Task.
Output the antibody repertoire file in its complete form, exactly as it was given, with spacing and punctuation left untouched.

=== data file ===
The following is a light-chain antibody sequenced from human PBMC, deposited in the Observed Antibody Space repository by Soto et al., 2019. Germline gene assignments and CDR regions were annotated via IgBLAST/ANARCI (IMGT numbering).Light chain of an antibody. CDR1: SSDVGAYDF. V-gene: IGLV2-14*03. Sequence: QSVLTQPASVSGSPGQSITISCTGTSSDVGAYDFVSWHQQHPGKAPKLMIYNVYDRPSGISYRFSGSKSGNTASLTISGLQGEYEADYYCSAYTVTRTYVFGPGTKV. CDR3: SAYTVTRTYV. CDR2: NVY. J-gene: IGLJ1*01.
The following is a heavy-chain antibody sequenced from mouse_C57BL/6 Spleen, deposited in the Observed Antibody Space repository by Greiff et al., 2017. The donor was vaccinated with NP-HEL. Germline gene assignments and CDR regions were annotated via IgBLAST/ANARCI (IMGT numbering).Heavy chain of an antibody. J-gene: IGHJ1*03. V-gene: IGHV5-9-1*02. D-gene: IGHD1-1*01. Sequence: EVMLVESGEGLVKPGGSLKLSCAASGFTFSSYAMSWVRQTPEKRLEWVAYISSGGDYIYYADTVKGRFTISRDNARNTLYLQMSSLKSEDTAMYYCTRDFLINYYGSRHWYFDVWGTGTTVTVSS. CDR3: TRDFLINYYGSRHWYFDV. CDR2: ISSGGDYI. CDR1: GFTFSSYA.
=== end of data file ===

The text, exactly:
The following is a light-chain antibody sequenced from human PBMC, deposited in the Observed Antibody Space repository by Soto et al., 2019. Germline gene assignments and CDR regions were annotated via IgBLAST/ANARCI (IMGT numbering).Light chain of an antibody. CDR1: SSDVGAYDF. V-gene: IGLV2-14*03. Sequence: QSVLTQPASVSGSPGQSITISCTGTSSDVGAYDFVSWHQQHPGKAPKLMIYNVYDRPSGISYRFSGSKSGNTASLTISGLQGEYEADYYCSAYTVTRTYVFGPGTKV. CDR3: SAYTVTRTYV. CDR2: NVY. J-gene: IGLJ1*01.
The following is a heavy-chain antibody sequenced from mouse_C57BL/6 Spleen, deposited in the Observed Antibody Space repository by Greiff et al., 2017. The donor was vaccinated with NP-HEL. Germline gene assignments and CDR regions were annotated via IgBLAST/ANARCI (IMGT numbering).Heavy chain of an antibody. J-gene: IGHJ1*03. V-gene: IGHV5-9-1*02. D-gene: IGHD1-1*01. Sequence: EVMLVESGEGLVKPGGSLKLSCAASGFTFSSYAMSWVRQTPEKRLEWVAYISSGGDYIYYADTVKGRFTISRDNARNTLYLQMSSLKSEDTAMYYCTRDFLINYYGSRHWYFDVWGTGTTVTVSS. CDR3: TRDFLINYYGSRHWYFDV. CDR2: ISSGGDYI. CDR1: GFTFSSYA.